The future of the WNBA? Commissioner, players weigh in on expansion, TV rights and more

WNBA Commissioner Cathy Engelbert talks to the media before the 2022 AT&T WNBA All-Star Game.
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As the WNBA heads into the second half of the 2022 season, players and fans alike are envisioning a new-look league for 2023 and beyond. Several news items emerged over the recent WNBA All-Star Weekend and chief among them were changes to the current and upcoming seasons, including charter flights for all 2022 WNBA Finals games, an increase in the bonus-pool total for this year’s playoffs and a 40-game schedule for 2023.

Prior to Sunday’s WNBA All-Star Game at Wintrust Arena, commissioner Cathy Engelbert addressed the media in her “state of the league” news conference, covering a wide range of topics and offering a glimpse into what the league’s future holds.


WNBA to charter flights for all 2022 Finals games

“We continue to work really hard on the transformation of the business to improve the player experience, so we’re going to implement a couple things … to help with the player experience for the rest of the season,” said Engelbert before announcing that the league would provide charter flights for WNBA Finals this season.

Travel has remained a consistent concern for WNBA players and coaches, and in March, the New York Liberty were fined $500,000 for providing charters during the regular season, which was technically against the league’s CBA. But Engelbert has been an advocate in certain playoffs situations, and in 2019 and 2021, she secured charter flights for playoff teams that had to cross multiple time zones with a day or less turnaround time before their next game.

Even with the news that teams will travel to WNBA Finals on charter flights, expect players to remain vocal about the topic of travel moving forward.


WNBA players eligible for increased income through marketing agreements, bonus pool bump

Engelbert said the bonus pool for this year’s playoffs will increase to $500,000, nearly doubling the bonus each player will receive for winning the WNBA championship.

“We’re just trying to chip away and find ways for the players and to lift them and to pay them more,” said Engelbert, also noting the league’s commitment to “really double down” on player marketing agreements.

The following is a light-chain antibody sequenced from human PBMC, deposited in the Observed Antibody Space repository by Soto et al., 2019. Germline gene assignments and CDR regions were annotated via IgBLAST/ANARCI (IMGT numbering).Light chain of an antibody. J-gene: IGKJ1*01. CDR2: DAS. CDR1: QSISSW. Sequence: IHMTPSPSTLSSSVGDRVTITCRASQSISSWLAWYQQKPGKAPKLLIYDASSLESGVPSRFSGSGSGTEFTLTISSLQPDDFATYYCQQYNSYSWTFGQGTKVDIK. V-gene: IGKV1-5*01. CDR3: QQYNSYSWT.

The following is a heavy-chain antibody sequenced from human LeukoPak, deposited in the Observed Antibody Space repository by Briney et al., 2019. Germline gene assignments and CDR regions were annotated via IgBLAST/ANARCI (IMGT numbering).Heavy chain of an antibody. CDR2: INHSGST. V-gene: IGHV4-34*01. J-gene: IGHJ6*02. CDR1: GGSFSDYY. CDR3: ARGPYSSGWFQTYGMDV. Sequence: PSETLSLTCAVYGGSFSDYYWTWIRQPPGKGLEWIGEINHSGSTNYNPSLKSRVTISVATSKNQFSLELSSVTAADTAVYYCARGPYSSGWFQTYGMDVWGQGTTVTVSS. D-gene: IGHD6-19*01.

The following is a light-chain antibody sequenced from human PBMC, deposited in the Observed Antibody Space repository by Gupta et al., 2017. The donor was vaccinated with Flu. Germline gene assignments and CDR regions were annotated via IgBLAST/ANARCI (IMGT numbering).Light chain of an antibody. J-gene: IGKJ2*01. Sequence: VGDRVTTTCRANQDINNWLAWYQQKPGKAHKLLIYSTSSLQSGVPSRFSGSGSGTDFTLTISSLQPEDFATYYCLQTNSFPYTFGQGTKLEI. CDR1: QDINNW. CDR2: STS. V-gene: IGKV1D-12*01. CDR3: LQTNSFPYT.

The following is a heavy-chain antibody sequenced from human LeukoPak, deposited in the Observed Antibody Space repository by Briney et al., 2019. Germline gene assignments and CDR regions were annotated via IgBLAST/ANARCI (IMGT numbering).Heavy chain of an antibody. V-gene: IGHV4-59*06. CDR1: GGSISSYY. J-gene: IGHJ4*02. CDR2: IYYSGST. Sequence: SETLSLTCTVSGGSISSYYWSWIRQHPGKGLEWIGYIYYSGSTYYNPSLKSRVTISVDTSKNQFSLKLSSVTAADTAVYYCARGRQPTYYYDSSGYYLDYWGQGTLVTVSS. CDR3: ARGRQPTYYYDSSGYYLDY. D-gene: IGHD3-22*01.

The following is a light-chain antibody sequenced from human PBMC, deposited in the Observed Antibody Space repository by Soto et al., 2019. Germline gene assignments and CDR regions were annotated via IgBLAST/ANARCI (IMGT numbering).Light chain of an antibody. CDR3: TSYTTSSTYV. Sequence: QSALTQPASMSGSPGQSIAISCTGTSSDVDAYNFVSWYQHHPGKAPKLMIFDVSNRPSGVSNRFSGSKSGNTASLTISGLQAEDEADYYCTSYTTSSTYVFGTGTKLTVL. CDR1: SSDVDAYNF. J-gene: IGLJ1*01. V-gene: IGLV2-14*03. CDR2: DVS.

“Probably spend about $1.5 million this year to help players grow their personal brand, elevate marketing, help the league market because it’s all-around exposure and marketing as we set forth on this transformation.”

Of note, this commitment to invest in player marketing agreements comes ahead of big changes for the 2023 season regarding the CBA policy of “prioritization,” which was designed with the intention of ensuring players participate for the entire WNBA season, thus prioritizing the league over overseas playing opportunities.

Starting next season, players will be penalized for missing the designated start of training camp or May 1, whichever is later. Players with more than three years in the league will be fined. Additionally, if players miss the start of the regular season, they will be suspended for the entire season. Prioritization rules will get even tighter in 2024, when players who aren’t available at the start of training camp or May 1 (whichever is later) will be suspended for the WNBA season.

While it remains unclear how players will weigh the financial benefit of playing overseas vs. the potential suspension for the WNBA season, Engelbert said she hopes the league’s targeted efforts to provide additional income opportunities will entice more players to eschew playing overseas.

“I think the more we can get [players] to partner with businesses and corporate sponsors and the more they can market themselves, the more endorsements they’ll get,” said Engelbert. “And now we’ll have players coming in with NIL deals who will have significant income in addition to their WNBA income. They love the game. So it’s all going to play out over the next couple years, but we’re really chipping away to make this a more economic decision for players to stay.”


WNBA expansion targeted for 2024, 2025 at latest 

Approximately 100 cities are on the WNBA’s radar for expansion, which Engelbert said were being looked at “through a lens of psychographics, demographics, arena, NCAA fandom, current WNBA fandom, merch sales, viewership.” However, she noted between 10-15 cities have expressed keen interest in hosting a WNBA team.